FOX’s “More to Love” Gives Us Just That
More to Love, the new Bachelor-eque show on Fox made to help ”normal” women find love, premiered last night. The fact the show showcases overweight women on their search for love has drawn mixed emotions from viewers. Some believe it is exploitative of the contestants, some believe its segregation, and some applaud it for doing something that has never been done before.
I watched the premiere last night, and I have to say, it wasn’t what I was expecting.
Many are saying the show is exploitative of the contestants, dragging their insecurities out into the open and undermining their feelings to make good TV-dismissing the show and the journey for these people to find love, as just a “Fat Bachelor.”
I don’t think its exploitative of the contestants at all- I think its more of a social test for us viewers. If ratings are low, we all have proof that that we are superficial and not interested in watching anyone but the “size 2′s.” If ratings are high, and we fall in love with the show, we are accepting and open minded (or curious and fascinated, depending on the media outlet.)
The women on the show are all overweight, generally in the 200 pound area, but they are also shockingly confident- not confident for being over weight, but confident, period. I wouldn’t have the balls to go on national television and say things like, “I’m awesome” or to cry about my biggest insecurity or admit that I had never been on a date- not because I wasn’t good enough, but because other people are too superficial to look past my appearance.
At first I was put off by the fact that the only thing the producers seemed to interview the women about was their weight- I didn’t want to sit through a crying pity-party, but the more they talked, I noticed they weren’t actually talking about their weight, they were talking about how their weight has effected their love life, which is precisely why they are on the show.
I think after the first show, weight won’t be a big focus anymore. There will be cat fights and embarrassing drunk episodes to keep us viewers entertained with plenty of crying and jealousy to boot.
I don’t think the point of the show is to teach us anything. If it were, the man who chooses from all the women would look like a stereotypical “Bachelor”- tall, dark, handsome, ripped beyond belief, and would be forced to look beyond the weight of the female contestants to find true love-showing all of us at home that love is really blind. That’s not the case. The man all the women are competing for is Luke, a successful 26 year old real estate investor is also overweight, and looking for the same thing as the women: someone to love him unconditionally. The show seems to be more of a “Hey, we are here, don’t ignore us. We can fall in love and be attractive and interesting just like anyone else.”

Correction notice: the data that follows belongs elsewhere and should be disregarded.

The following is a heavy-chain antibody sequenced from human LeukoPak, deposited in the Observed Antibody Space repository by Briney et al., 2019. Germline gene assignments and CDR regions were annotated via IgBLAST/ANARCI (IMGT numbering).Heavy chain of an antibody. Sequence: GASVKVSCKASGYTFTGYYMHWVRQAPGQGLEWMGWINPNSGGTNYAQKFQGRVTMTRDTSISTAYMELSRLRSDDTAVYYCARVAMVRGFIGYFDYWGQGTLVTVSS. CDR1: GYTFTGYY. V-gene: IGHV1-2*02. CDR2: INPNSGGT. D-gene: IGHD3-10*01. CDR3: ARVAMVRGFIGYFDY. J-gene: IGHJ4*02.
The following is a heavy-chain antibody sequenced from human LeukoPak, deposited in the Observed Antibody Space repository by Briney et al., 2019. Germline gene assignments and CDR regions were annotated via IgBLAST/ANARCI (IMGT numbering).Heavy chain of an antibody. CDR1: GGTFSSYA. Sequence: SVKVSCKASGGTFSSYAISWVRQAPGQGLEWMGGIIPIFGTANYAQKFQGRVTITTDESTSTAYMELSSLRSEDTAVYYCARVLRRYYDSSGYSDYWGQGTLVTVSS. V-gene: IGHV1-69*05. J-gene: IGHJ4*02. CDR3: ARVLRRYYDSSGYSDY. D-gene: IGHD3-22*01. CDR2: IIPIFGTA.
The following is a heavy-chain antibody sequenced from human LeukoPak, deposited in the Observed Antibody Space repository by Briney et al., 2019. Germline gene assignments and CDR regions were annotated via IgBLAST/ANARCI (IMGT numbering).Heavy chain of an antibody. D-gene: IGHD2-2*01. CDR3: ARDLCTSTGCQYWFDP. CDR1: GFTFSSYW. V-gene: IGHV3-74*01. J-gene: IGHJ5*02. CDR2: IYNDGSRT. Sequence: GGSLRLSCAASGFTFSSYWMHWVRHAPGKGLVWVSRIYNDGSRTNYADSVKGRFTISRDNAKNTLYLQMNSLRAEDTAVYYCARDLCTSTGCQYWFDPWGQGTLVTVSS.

I think Luke is a bit of cornball (If someone told me the first time I met him that he liked my eyes because they matched my dress, and tried to swoop in for a kiss, I’d head for the door) but he seems nice enough, and is willing to give these women an experience they have never had before, so I have to hand it to him.
I get asked about “fat acceptance” a lot- I guess because I am both a woman and a personal trainer. People find it surprising when I say I support it- how can I support an unhealthy lifestyle? I don’t. I don’t see people as their lifestyles. I know a person is more than their weight, and I support people. Perhaps more importantly, I respect people that realize they themselves are more than their weight and aren’t ashamed to say it. I wish every woman could be that way.
Of course everyone should take care of their health, but everyone has something about their lifestyle that is detrimental to their health- be it smoking, or drinking, or an addiction to sweets or diet soda or being of a “healthy” weight but sedentary. It is just unfortunate some people can’t hide theirs from the world, and that those who are overweight have to wear it for all to see, and judge, everyday.
Maybe we actually can learn something from this show: that its okay to be confident in who you are, and that you can want to change certain aspects of yourself without being ashamed of who you are.